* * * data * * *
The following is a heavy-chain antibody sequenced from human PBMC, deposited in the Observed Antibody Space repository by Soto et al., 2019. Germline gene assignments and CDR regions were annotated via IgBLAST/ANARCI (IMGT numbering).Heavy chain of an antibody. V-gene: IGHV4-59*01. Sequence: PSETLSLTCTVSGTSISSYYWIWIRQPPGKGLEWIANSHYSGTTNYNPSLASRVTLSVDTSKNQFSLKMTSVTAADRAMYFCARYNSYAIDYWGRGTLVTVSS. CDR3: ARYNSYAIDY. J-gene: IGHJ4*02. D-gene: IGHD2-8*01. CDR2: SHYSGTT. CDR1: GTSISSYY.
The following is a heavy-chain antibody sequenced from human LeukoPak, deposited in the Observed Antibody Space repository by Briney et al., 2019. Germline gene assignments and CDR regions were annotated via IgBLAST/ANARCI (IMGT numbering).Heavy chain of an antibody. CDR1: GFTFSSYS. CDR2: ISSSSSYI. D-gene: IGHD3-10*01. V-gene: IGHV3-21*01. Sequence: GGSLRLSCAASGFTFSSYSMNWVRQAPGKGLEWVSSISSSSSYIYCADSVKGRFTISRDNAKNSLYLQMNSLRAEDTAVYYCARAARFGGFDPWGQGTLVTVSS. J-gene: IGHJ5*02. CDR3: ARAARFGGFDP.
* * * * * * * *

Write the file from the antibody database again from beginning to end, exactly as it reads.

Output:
The following is a heavy-chain antibody sequenced from human PBMC, deposited in the Observed Antibody Space repository by Soto et al., 2019. Germline gene assignments and CDR regions were annotated via IgBLAST/ANARCI (IMGT numbering).Heavy chain of an antibody. V-gene: IGHV4-59*01. Sequence: PSETLSLTCTVSGTSISSYYWIWIRQPPGKGLEWIANSHYSGTTNYNPSLASRVTLSVDTSKNQFSLKMTSVTAADRAMYFCARYNSYAIDYWGRGTLVTVSS. CDR3: ARYNSYAIDY. J-gene: IGHJ4*02. D-gene: IGHD2-8*01. CDR2: SHYSGTT. CDR1: GTSISSYY.
The following is a heavy-chain antibody sequenced from human LeukoPak, deposited in the Observed Antibody Space repository by Briney et al., 2019. Germline gene assignments and CDR regions were annotated via IgBLAST/ANARCI (IMGT numbering).Heavy chain of an antibody. CDR1: GFTFSSYS. CDR2: ISSSSSYI. D-gene: IGHD3-10*01. V-gene: IGHV3-21*01. Sequence: GGSLRLSCAASGFTFSSYSMNWVRQAPGKGLEWVSSISSSSSYIYCADSVKGRFTISRDNAKNSLYLQMNSLRAEDTAVYYCARAARFGGFDPWGQGTLVTVSS. J-gene: IGHJ5*02. CDR3: ARAARFGGFDP.